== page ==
It was once a huge red flag: When a car's odometer would hit 100,000 miles, "it was almost a magic threshold that meant the car was probably worn out," says Kay Wynter, who runs an auto service center in Fort Myers, Fla., with her husband, Terry.
But thanks to improvements in car design and maintenance, that milestone now means something very different.
What allows one car to pass the 100,000-mile barrier with few repair bills, while another is ready for the junkyard? It's all about preventive medicine. Feeding your car the right things and taking it for regular checkups will make all the difference.
The type of miles matters
- You might reach 100,000 miles with less stress if you tend to drive highway miles. Highway driving puts less stress on a car than tooling around locally because it requires less quick braking and acceleration, and moisture under the hood has a chance to evaporate.
- "Cars that do a lot of short trips will require exhaust work a lot sooner than a car that travels on the highway a lot," Schappell says.
- Fix agrees. With local driving, she says, "if you sit in rush-hour traffic, tow a trailer, idle outside a school, drive on dusty roads -- that's considered severe duty."
Open the book
The key to keeping your car running smoothly is probably tucked at the bottom of your glove compartment: the owner's manual.
"There is a schedule in the manual that runs well over 100,000 miles," says Lauren Fix, author of "Lauren Fix's Guide to Loving Your Car." It lists when to replace parts likely to be wearing out. That varies for different cars, so check yours and follow it.
Newer cars might have the maintenance schedule built into an internal computer. A blinking light or a beep will announce that it's time to replace certain parts, says autoeducation.com founder Kevin Schappell.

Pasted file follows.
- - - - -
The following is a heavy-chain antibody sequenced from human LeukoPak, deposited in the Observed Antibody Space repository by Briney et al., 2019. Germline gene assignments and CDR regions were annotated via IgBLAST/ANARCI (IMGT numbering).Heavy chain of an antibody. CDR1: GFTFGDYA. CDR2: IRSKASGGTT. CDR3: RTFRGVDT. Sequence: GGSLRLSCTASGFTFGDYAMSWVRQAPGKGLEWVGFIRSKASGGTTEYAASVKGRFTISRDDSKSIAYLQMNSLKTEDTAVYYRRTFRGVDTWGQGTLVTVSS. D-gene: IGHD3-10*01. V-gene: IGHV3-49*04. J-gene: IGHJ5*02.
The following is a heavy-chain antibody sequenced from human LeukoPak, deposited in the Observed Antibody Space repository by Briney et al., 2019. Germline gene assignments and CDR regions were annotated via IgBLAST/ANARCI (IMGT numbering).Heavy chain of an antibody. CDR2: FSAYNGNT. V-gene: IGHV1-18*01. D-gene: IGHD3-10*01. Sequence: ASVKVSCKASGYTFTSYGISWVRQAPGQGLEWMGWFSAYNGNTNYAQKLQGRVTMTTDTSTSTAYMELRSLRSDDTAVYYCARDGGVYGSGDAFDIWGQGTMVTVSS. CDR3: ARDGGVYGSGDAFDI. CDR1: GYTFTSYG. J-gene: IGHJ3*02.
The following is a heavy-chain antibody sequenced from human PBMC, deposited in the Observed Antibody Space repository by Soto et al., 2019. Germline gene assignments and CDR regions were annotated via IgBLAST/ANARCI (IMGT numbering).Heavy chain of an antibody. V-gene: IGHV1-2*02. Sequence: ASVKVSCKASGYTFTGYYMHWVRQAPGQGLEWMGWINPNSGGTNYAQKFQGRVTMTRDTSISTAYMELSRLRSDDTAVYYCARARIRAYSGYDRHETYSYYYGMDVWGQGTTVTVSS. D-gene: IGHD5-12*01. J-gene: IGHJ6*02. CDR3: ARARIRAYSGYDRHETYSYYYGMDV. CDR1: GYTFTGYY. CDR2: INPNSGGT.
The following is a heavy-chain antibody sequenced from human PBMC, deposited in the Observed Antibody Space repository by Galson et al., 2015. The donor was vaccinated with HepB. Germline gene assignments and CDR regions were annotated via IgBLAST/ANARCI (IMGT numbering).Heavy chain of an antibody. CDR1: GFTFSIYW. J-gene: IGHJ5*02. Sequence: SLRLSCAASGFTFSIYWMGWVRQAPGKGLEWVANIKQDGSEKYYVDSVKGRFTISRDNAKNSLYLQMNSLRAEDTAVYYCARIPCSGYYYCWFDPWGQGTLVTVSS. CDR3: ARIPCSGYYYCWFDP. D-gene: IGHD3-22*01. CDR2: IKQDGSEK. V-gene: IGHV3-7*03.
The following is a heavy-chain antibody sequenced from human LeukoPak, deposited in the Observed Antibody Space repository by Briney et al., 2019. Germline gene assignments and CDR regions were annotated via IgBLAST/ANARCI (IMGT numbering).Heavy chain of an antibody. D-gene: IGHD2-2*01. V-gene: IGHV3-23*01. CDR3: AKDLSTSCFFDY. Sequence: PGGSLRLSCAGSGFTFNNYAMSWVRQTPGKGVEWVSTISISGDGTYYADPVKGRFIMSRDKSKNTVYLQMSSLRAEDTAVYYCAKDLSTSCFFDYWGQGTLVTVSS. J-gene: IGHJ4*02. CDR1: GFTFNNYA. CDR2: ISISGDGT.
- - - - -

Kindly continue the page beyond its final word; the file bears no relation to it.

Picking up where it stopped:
"Typically, around 100,000 or 120,000 miles there are some major preventative-maintenance things that need to be done," Schappell says, so it's a great time to catch up if you've been lax.
Get fluent about fluids
The liquids that go into your car (gas, oil, brake fluid, power-steering fluid, etc.) are crucial to its survival. To extend the life of your car beyond 100,000 miles, these experts suggest frequent oil changes and fluid checks done at dealerships or full-service auto centers.
Gas also matters: Different cars benefit from different types, so check your manual. "For a Honda -- which runs really hot because of the compression -- if it says run premium, then run premium," Fix says. "But if it says there's no benefit from premium gas," you don't need it.
Find the right shop
"Do your research," says Terry Wynter, and choose the best people to extend the life of your car. Ask your friends and neighbors, and search online for reviews of repair shops. Sticking with your car's dealer can be a safe choice, because the staff will be trained to work on your vehicle.
Once you've chosen a shop, get to know the staff and ask questions. "Consumers are smarter now than ever before" about their cars, Wynter says, but many still are uncomfortable asking for details about work that needs to be done.
When you do replace parts, there are ways to save money: "A quick-oil-change place will charge you $50 for an $18 air filter," Fix says, because you're mainly paying for labor.
But an auto-parts store will charge you only the $18 price tag, she says, and "you can buy it and say, 'I don't know how to put this on.' They'll do it as a courtesy."